Cautious Optimism at Penn State

Butler happy with what he's seen of the Nittany Lion offense, even if it hasn't translated into big numbers for him.

When Deon Butler described the mood on Penn State's campus this week as cautiously optimistic, he was talking not about midterms but about the other major influence on University Park's collective fall-semester demeanor: the Nittany Lions' football season.

So far, that season has gone about as well as anyone could have hoped. The Lions have outscored their first two opponents by a combined margin of 111-24, and while the season opener against Coastal Carolina was an all-but-inevitable romp, last Saturday's 45-14 flogging of Oregon State came as a bit of a surprise and has generated some buzz.

“People are realizing we can have something special,” Butler said. “But they're waiting to see what happens when we play that first real big opponent. There's cautious optimism around campus. But as far as the team goes, we know we have to get better from week to week.”

This week's visit to Syracuse won't afford the Nittany Lions an opportunity to make a statement. The Orange, who are playing Penn State for the first time since 1990, are 0-2 with losses to Northwestern and Akron and have won just seven games since 2005.

But it's also Penn State's first road game of the season. So while the national media won't be paying close attention, the Lions are wary of falling into a trap. The Carrier Dome can be a hostile venue when the home team is doing well, and with a first-year starter at quarterback and a defense that is losing players at an alarming rate, the Lions can scarcely afford to be overconfident.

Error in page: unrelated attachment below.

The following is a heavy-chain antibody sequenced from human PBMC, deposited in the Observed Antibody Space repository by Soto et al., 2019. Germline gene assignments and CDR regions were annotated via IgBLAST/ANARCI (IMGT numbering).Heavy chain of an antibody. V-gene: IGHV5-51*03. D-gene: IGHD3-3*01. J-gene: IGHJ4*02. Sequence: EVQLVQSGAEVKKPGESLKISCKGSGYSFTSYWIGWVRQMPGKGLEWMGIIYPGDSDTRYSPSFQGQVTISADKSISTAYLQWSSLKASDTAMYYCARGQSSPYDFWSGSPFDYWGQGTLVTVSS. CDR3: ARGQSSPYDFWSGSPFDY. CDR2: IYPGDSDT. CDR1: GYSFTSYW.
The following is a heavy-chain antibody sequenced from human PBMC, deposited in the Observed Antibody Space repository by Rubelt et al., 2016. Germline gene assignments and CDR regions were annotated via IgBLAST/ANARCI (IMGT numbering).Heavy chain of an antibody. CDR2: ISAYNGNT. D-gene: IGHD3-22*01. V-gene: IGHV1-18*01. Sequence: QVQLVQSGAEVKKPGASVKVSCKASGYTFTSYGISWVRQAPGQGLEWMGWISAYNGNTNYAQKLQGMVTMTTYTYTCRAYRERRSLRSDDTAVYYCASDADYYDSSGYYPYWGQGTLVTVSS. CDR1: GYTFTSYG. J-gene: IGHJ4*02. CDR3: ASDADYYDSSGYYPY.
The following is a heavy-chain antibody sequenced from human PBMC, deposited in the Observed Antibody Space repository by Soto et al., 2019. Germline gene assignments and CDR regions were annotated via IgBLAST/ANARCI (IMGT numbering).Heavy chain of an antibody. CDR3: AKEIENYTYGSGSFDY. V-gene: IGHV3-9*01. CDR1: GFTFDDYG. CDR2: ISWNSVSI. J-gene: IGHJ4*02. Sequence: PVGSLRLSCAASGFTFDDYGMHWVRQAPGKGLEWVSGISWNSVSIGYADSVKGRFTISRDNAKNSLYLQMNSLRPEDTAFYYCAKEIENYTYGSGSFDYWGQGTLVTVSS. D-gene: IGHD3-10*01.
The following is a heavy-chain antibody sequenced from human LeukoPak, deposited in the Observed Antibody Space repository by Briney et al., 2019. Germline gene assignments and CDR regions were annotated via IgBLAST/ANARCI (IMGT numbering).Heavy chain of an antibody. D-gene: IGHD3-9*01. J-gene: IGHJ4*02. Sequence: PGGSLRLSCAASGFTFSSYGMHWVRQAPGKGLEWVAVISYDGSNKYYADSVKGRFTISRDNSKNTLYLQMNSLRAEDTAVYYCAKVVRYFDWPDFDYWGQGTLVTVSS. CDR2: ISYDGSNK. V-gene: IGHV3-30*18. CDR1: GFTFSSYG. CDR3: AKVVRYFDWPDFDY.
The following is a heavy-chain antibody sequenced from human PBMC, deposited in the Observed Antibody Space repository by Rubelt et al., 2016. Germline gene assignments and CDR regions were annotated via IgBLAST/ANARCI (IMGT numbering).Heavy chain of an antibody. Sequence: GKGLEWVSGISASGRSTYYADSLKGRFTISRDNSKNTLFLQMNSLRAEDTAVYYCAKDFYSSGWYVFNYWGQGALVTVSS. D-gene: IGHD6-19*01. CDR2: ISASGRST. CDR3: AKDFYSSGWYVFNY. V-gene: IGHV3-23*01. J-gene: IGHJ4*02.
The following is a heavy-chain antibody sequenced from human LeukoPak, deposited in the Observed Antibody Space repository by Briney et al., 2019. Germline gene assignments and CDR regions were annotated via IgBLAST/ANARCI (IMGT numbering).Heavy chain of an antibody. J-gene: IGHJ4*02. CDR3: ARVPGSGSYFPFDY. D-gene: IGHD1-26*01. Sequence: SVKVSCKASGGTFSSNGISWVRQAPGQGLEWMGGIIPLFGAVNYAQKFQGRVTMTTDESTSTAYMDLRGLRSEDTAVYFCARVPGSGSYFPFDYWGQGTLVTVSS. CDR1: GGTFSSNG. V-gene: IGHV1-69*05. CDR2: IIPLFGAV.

Said Butler, “Week in and week out, any team can beat you.”

Penn State's passing game has been overshadowed by Evan Royster's running and scoring the past two weeks. Likewise, receivers such as Butler and Derrick Williams have played supporting roles with Daryll Clark favoring Jordan Norwood. Norwood's 12 catches are as many as the next four pass-catchers combined.

Butler said Norwood's early-season outbursts have been partly due to defensive schemes that have had him facing safeties — mismatches that Clark has been only too happy to exploit.

“That's the great thing about this offense,” Butler said. “If someone's stepping up and making plays, we're happy with it.”

The Lions will be expected to shine against a Syracuse defense that is giving up 481 yards a game. After this Saturday's game and a home date against Temple next week, the Big Ten season begins and the Lions will have a chance to prove themselves against the likes of Illinois, Wisconsin, Michigan and Ohio State.

Until then, they are content with the lukewarm optimism they are generating. More than content, actually. Said Butler, “We can thrive off of it. We can use it as motivation. As players, we can't help who we schedule. We just have to go out and dominate.”


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